I've not compared different inline attenuators but clearly remember the scenario you recall. Versus the steep digital attenuation during that assignment which they used to gain-match their drivers, the inline solution supplied later was far superior. Now we could get all geeky and fret over performance differences between company A's inline adaptor vs. company B's but I believe that would be a 0.05% issue versus the 5% issue it solves either way. You should contact EJ Sarmento at Wyred to learn whether his display references directly to 1dB steps or 0.5dB or something more arbitrary. Then you should listen to a very hot Pop recording with no dynamic range (which will have you use maximum attenuation) and a classical Adagio which begins with some pianissimo string ostinato before all hell breaks loose. That'll show you lower attention. You'll want your inline solution to be somewhere between those two values and closer to the latter as otherwise, your system won't play loud enough on that type music. Once you know what that figure on the display equates to in actual dB, you'll have the value to go after with your XLR inline attenuators. I think it's a very good very cost-efficient idea that'll accomplish the same for a lot less and even better than a quality passive preamp. Good thinking!
Srajan

I am thinking I'd like to keep a little headroom to be able to rock out on those rare occasions when no one else is home. The big Zu Messages can really boogie when asked to. What I have located is a switchable device with 3 discrete settings of 10, 20 and 30dB attenuation in one slick package. I'm ordering a pair up and we shall experiment more in a few days. 30dB will put the onboard volume basically wide open for normal listening while 10-20dB cut will allow a little extra drive for friskier sessions
Steve
Hi Srajan,
I read your review about the Pass Labs XA30.8. You mentioned that the FirstWatt F6 was ultimately sweeter and more airy. However you gave a couple of examples for how dynamic range and transient response together can make the sound more real and alive. There were especially two examples you mentioned which caught my attention:
1. The force and physicality of the left hand of the Piano keys - you mentioned that the XA30.8 is conveyed it with better dynamic contrast and more force.
2. When a metal vessel falls on a concrete ground, the sound is very scary and it is this scary-ness which is absent when a plastic vessel falls on the ground.
Would you say the XA30.8 did both these acts better than the F6 on a speaker like the soundkaos?
Regards,
Abhijit

Yes it did/does, but... a speaker like the Wave 40 which is intrinsically heavier and denser like the XA30.8 is ultimately better served by an F6/SIT1-type amplifier at least to my ears. And that's how all of hifi is a tradeoff.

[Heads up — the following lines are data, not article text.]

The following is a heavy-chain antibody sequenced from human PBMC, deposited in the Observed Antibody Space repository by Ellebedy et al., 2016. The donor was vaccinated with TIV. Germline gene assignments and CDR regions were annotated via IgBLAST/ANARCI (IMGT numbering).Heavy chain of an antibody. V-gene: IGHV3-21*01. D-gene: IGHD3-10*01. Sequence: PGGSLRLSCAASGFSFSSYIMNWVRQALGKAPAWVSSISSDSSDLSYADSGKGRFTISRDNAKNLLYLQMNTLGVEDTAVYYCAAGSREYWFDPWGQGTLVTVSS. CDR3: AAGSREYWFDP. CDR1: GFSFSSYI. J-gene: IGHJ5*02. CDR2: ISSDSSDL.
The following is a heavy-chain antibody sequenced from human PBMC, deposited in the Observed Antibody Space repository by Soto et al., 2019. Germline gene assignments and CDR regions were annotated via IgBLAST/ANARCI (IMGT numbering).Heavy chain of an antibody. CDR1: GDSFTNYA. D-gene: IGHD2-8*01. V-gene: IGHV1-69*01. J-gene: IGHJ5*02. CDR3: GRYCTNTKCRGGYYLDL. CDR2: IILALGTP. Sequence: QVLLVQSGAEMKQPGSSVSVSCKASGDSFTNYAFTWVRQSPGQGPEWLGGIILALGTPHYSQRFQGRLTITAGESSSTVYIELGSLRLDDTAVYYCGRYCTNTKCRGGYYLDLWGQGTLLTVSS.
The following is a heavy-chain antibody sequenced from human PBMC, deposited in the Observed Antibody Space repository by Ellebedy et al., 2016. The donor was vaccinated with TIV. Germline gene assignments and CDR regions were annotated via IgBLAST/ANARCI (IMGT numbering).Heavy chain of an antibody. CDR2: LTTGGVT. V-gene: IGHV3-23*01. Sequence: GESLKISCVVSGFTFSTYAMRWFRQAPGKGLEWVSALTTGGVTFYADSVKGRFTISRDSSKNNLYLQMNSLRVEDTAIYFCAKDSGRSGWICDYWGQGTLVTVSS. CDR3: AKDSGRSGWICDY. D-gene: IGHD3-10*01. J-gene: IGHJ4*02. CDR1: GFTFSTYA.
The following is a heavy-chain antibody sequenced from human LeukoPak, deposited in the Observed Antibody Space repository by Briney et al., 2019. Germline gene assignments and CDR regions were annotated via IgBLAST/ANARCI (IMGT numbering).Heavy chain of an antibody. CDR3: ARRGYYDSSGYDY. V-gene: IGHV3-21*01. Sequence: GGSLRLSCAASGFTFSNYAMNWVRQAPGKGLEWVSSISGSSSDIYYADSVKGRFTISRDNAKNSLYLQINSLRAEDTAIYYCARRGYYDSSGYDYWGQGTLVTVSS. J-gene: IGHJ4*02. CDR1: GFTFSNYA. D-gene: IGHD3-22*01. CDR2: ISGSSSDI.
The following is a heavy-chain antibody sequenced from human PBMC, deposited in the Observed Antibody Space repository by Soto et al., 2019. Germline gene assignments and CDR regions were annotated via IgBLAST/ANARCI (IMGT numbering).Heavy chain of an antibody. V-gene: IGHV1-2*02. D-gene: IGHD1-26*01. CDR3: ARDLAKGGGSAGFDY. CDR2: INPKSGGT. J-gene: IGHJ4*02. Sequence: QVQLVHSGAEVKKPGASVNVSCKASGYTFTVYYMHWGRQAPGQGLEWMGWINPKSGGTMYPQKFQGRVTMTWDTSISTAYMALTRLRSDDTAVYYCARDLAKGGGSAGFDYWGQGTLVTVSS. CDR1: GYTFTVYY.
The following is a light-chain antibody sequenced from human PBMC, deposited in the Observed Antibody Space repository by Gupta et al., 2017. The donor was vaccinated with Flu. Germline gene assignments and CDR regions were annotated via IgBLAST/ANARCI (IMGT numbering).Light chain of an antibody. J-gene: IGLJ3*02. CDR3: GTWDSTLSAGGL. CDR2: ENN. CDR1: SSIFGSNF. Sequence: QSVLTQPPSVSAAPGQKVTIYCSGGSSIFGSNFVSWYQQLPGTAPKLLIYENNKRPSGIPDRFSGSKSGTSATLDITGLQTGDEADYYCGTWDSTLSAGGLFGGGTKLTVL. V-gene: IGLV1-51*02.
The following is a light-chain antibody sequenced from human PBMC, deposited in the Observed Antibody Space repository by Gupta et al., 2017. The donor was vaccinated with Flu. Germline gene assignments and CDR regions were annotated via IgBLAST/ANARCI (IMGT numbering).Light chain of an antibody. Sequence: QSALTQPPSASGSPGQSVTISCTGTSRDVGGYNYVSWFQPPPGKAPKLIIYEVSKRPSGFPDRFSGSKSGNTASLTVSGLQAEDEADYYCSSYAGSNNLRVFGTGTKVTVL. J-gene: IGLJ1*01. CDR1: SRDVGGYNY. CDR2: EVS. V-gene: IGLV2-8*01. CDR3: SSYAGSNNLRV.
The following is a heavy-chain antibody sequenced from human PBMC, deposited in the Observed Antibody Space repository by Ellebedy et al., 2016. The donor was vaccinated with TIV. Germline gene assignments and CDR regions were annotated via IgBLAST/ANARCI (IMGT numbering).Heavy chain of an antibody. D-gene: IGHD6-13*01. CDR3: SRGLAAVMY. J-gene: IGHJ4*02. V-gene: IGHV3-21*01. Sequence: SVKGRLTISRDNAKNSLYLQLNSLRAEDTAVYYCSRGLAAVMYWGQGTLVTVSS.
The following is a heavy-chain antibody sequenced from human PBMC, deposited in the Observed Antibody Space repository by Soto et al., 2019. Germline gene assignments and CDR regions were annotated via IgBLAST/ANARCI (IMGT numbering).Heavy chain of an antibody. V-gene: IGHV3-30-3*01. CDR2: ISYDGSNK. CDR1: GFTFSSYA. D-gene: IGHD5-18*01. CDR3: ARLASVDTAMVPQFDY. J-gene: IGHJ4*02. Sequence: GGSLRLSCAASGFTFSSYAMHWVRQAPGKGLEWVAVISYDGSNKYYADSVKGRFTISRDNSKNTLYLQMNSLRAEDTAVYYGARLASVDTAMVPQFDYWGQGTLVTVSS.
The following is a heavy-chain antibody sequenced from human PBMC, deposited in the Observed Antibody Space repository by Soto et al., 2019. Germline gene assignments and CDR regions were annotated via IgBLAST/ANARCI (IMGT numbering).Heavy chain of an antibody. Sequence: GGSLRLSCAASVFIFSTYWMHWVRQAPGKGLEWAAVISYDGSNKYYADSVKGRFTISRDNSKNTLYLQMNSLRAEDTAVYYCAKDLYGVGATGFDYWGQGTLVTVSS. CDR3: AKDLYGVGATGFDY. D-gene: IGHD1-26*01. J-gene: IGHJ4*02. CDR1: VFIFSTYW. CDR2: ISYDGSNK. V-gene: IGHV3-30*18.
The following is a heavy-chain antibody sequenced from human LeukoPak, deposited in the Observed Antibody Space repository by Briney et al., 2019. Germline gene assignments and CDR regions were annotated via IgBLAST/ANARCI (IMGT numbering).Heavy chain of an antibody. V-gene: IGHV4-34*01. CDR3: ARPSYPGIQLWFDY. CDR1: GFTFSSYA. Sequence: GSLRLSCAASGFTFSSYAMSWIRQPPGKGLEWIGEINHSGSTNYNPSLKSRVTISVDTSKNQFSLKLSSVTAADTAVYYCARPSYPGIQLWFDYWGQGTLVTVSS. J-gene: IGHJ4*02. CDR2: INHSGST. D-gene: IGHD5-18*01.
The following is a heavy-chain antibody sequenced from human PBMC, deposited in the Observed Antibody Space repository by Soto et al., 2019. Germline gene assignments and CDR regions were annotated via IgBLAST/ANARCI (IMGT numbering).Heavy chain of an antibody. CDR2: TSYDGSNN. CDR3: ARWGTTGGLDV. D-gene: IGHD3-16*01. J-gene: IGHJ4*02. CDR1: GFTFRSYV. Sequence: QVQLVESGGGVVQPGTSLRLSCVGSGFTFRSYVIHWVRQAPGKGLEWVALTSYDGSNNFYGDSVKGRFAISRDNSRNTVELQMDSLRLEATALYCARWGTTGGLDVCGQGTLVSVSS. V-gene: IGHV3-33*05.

Srajan

The soundkaos is darker, heavier and denser than which speaker? I have heard the ASI Tango (which you also have I guess). Is the soundkaos noticeably darker than the Tango?
Regards,
Abhijit

All the speakers I currently own are listed in the review's intro. Those which I compared on the Pass amp are listed in the review itself. Which speakers did better on the F6 than XA30.8 is spelled out as well. A bit of reading is all that's required to figure that out, no guess work needed!
Srajan
Hi Srajan,
How are you? Have you ever heard the Pass Labs Aleph 0 or Aleph 2 mono amps? Their specs look amazing on paper but since they are old designs of Mr. Pass, I wonder if they would hold their own in terms of transparency and resolution compared to good amps of the current day. What do you think about these amps?
Regards
Pani

Hello Pani:
Never heard them. When those amps came out, I was still in audio retail then sales & marketing and had a very modest personal system. Those amps and others like them were way out of reach for me then and I never had opportunity to cross their paths.
Srajan
I have been listening to the TOTL Forza cable on my LCD2 for a month, then went back to the stock cable and had a shock. The recordings sounded broken! So I paid up for the Forza. It transforms the LCD2 into something really magical  (probably does the same for all Audeze, which for me do not have great differences in sound).  
Giannis Bouc
Hello,
A quick question: what are the accessoires you put on several power amps?
Regards,
Ce Bauer

Those are mass dampers plus RF traps from the Spanish Artesania Audio company which makes my Exoteryc equipment rack. Six of them are part of any shipment of a double-wide three-tier rack. That's how I got them. But they are available separately as well. For a cheap DIY version of a mass damper, put some steel shot in a big ziploc bag.
Srajan
Dear Srajan,
I now have a pair of Voxativ Ampeggios at home. Your analogy with Turner paintings is - luminous.
Cheers,
Johan-Frédérik Hel Guedj

Congratulations. That's my favourite Voxativ model!
Srajan
Hello Srajan:
Did you really say it? Not really. I read Wojciech's review of the Wow Audio Labs components where he makes reference to your earlier review. He says that their casings reminded you of Boulder. That seemed very strange. So naturally I read your review as well. You mention Jeff Rowland for the finish, not Boulder. And Avalon for the enclosure facets. Don't you just love it when people misquote you?
Tom

It happens. I recall John Atkinson repeatedly wishing that people would actually read before commenting on their reviews when so often, comments make it clear that people didn't read (or at least, not very well). But c'est la vie. Writers write. What readers chose to do with our product—skim it, skip larger swaths, only read the conclusion, speed read to get the general gist, pour over every word—isn't up to us. Hence what they get out of it isn't up to us either. With a professional colleague one might expect better but we all make mistakes. I'm lucky in that our readers often point out ours so I get to fix them before they grow too old -:)